If you're a writer, it's a fair bet you've heard this one:
"Show, don't tell."
For many writers, this proves to be a bit of a challenging lesson. For others, it comes fairly naturally. What many don't realize, however, is that whether or not you intend to do it, you are always showing something.
For me, one of the tricks to showing vs. telling comes with dialogue. It's easier to think of body language when we think about people actually communicating. Before I describe any action or statement with an adverb -- "He said angrily" -- I consider what sort of body language will communicate anger instead:
"He said with a scowl"
"He clenched his jaw"
"He shook his fist"
While it's easy to remember body language when characters are actively communicating, we may not always think about it when they are not. However, as we rarely have a character who does nothing but sit in a corner and stare into space, we know that characters are always doing something. We have to remember, therefore, that whatever they are doing, it shows us something.
Actions Speak Louder Than Words
It's cliché, but it's true. Talk is cheap; actions often relay our true motivations and intent.
When it comes to storytelling, I'm a fan of saying "Just because you say something doesn't make it true". Quite often I see writers making this mistake: they give readers claims such as:
No one had ever made her feel this way before.
There was just something about him.
She was always such a klutz!
He'd never been good at finding the right words.
When you as the author make a claim like this, you have to back it up with action. If you tell me a character is a klutz and yet never show her stumbling or spilling a plate of food or tripping over a stair, I'm not going to believe you. If you tell me the love interest has some unnamed quality which sets him apart from everyone else and yet he never does anything to distinguish this quality, I'm going to call it lazy writing (and another cliche...don't tell me "something", tell me what!).
I ran into this problem recently with one of my lead characters, Sadira. I peppered her inner monologue with the phrase "She just couldn't find the words", or some variant thereof. The problem was that whenever Sadira got to talking, she turned out to be extremely eloquent...which made me a liar. You can't create a situation, feeling, personality, or anything else simply by stating it to be what you want it to be. If your character's actions run contrary to what you've claimed, it doesn't matter what you've said. The actions are where the real truth lies.
Actions are always there
Your characters are never "off the clock". Even in scenes where they may not be the focus or may not be present, if you describe them doing something, then guess what? They're doing something. And whatever it is they're doing, it communicates something to the readers.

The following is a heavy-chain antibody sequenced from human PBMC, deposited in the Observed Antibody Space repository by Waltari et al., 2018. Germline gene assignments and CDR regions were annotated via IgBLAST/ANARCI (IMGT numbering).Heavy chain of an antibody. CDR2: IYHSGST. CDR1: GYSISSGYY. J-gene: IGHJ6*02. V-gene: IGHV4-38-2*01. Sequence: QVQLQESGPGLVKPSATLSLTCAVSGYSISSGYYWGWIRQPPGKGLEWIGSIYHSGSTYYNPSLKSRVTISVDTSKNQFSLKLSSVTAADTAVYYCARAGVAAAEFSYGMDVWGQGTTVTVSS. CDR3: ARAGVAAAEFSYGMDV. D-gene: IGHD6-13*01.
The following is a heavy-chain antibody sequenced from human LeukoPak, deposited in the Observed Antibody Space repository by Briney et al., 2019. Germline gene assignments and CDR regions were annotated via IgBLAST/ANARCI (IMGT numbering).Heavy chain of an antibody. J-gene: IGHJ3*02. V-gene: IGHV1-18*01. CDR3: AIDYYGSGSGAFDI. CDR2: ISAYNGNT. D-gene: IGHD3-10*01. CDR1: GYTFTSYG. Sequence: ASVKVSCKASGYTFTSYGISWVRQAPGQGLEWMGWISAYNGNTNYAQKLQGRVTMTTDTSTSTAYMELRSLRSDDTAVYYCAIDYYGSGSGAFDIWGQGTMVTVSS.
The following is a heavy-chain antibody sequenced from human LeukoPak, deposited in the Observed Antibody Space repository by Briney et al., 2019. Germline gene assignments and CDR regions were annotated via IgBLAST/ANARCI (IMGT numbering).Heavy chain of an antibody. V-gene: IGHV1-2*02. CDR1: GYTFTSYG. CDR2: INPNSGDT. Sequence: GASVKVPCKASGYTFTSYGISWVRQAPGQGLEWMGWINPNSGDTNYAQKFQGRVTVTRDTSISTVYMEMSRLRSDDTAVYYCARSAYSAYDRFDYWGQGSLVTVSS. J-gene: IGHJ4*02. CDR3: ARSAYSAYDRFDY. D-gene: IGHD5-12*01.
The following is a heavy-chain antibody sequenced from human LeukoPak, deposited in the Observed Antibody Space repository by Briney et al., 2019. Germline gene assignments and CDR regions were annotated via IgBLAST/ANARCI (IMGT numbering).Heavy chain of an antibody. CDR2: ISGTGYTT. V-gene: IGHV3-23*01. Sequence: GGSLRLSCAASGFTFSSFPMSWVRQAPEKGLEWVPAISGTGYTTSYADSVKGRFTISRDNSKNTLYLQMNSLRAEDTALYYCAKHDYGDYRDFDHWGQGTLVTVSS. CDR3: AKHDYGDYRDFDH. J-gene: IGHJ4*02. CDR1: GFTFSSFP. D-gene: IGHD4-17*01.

A smart writer learns to use this to their advantage. Some even recognize that if their character is doing something, it could belie the character's natural inclination, and reveal something of that character's true intentions or personality. If you've got a gal sitting in the background of a shouting match between two of your leads, whatever she's doing back there shows us what she's thinking or feeling...even if we don't intend it to.
Another thing that shows a character's true nature is their habits. You don't want to give your character a habit that shows readers something you don't intend to communicate. A character biting her lip shows thoughtfulness or distraction; biting nails can show concentration or anxiety. Quirky characters ought to have a quirky habit: a non-smoker who keeps a cigarette behind his ear or a charming, witty rogue flipping a coin and catching it. If you're showing us that a character has a habit like this, you're communicating something about their personality. Be in control of this situation and be sure your characterization is consistent throughout.
You are always showing
The most important thing to remember is that what your characters show us will always be more convincing and leave more of an impression than what you or they only tell us. A thoughtful writer goes a bit beyond this simple knowledge and uses showing to their advantage: your characters are "onstage", even if they aren't in the spotlight, so use their actions to show us layers of your story. This is a stronger means of character development for your reader, and a surefire way to be sure you're living up to that good old rule, "show, don't tell."